India, which has the world's second-largest population of HIV-positive people, plans to introduce a law to stop discrimination against people infected with the virus, the health minister said this week. Overwhelming stigma is attached to people who are HIV-positive in India, and many of the country's 5.1 million HIV-positive people face severe discrimination because of widespread lack of awareness about the illness. Activists say many employees of hotels, factories, and textile firms have lost jobs after testing positive. They are either forced to quit, given early retirement, or declared unfit to work.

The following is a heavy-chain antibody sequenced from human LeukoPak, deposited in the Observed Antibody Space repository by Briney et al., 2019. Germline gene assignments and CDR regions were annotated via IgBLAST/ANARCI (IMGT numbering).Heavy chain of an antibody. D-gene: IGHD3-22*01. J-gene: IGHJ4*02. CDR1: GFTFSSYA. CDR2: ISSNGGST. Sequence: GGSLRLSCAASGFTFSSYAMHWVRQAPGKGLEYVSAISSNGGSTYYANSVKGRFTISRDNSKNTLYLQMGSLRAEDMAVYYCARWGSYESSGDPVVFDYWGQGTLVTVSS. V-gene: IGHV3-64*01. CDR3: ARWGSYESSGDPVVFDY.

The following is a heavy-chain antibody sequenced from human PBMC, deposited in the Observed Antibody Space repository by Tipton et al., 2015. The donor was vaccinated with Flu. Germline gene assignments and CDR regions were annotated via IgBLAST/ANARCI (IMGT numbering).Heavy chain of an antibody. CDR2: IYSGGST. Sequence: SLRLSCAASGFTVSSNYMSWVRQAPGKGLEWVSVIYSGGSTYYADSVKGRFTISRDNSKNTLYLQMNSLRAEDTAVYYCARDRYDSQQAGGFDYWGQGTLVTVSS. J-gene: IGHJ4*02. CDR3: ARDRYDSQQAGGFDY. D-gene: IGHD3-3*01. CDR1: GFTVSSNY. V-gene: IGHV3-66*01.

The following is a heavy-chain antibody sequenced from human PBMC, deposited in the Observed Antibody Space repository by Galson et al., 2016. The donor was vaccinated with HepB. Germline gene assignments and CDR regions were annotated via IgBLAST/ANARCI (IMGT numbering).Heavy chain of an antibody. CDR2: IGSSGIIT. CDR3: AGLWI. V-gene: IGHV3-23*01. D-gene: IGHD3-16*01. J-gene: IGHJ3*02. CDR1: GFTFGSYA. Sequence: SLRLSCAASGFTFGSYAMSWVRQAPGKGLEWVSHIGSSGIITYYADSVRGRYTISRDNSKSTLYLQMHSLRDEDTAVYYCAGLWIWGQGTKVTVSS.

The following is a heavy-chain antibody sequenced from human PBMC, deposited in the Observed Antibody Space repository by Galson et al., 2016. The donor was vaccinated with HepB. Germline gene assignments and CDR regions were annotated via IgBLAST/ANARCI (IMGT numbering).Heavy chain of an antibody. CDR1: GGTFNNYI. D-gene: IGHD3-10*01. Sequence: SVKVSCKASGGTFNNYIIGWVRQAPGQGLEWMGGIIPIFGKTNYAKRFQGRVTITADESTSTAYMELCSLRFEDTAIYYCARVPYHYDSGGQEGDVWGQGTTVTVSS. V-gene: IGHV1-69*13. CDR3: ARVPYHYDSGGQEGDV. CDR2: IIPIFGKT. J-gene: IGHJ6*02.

"People living with HIV/AIDS face stigma and discrimination, and, therefore, care and support to such patients needs to be mainstreamed through general health services," said a health ministry statement.
"We have finalized draft legislation to end discrimination against AIDS patients," health minister Anbumani Ramadoss told an AIDS conference. "It has gone to the law ministry and will be presented to parliament."
India's HIV problem has assumed serious proportions despite health programs to halt its spread. Over the years, HIV has moved beyond traditionally high-risk groups such as prostitutes, drug users, and gay men. Experts say the number of those infected could quadruple by 2010, and the World Bank has warned that the disease could become the single largest cause of death in the world's second most populous country unless there is progress on prevention. (Reuters)